An experimental study of brand signal quality of products in an asymmetric information environment.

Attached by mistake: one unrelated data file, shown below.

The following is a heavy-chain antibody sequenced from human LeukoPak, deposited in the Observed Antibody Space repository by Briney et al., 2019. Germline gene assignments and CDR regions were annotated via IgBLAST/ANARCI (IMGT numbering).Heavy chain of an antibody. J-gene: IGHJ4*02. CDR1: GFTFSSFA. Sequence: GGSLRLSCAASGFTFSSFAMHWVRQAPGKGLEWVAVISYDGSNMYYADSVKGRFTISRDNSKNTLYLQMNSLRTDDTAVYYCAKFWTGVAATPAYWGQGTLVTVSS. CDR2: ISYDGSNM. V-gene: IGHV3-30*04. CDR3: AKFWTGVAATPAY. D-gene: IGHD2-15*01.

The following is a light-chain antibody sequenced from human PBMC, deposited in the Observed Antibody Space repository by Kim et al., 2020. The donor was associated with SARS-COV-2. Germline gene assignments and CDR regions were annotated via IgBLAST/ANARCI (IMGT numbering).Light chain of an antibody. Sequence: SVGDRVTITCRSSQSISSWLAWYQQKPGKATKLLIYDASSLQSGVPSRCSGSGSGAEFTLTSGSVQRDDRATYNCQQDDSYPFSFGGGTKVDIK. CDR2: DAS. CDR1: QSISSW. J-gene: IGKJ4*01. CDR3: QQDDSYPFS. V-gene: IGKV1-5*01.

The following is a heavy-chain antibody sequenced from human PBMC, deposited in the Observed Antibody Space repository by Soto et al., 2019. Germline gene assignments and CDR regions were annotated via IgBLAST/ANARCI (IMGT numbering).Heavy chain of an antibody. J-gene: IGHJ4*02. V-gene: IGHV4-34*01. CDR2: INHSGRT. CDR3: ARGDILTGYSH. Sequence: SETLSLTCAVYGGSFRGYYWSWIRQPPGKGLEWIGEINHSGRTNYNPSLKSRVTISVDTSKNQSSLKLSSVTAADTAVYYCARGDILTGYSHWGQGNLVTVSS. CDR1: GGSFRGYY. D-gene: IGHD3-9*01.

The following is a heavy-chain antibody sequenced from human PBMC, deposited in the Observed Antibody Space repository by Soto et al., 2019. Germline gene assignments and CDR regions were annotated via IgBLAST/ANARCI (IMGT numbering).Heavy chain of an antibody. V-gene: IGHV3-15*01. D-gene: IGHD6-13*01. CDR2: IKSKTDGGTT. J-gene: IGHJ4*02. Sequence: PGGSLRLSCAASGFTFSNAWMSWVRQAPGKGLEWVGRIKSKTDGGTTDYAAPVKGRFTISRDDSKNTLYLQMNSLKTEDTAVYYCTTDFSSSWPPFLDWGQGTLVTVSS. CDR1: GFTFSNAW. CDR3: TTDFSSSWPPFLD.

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Previous research regarding the effectiveness of signalling via brand name has focused on when and how any brand-building cost incurred, will be rewarded by future profit. In contrast to this seller-incentive perspective, this study examines how the buyer interprets the signal via brand name, the effectiveness of signalling via brand name in terms of buyer value perspective, and how the buyer's reaction toward the signal impacts on the seller's decision to adopt the signalling strategy. Signalling theory and concepts from consumer-based branding research are used to suggest how to evaluate the effectiveness of signalling via brand name in the context of the consumer market, wherein information is asymmetric. Findings from online trading experiments, using the methodology of experimental economics, demonstrate that the function of brand fluctuates according to which market conditions prevail for brand and price, the extent of brand differentiation, and the magnitude of brand-building cost. This suggests an alternative way to measure the value of a brand to the buyer.
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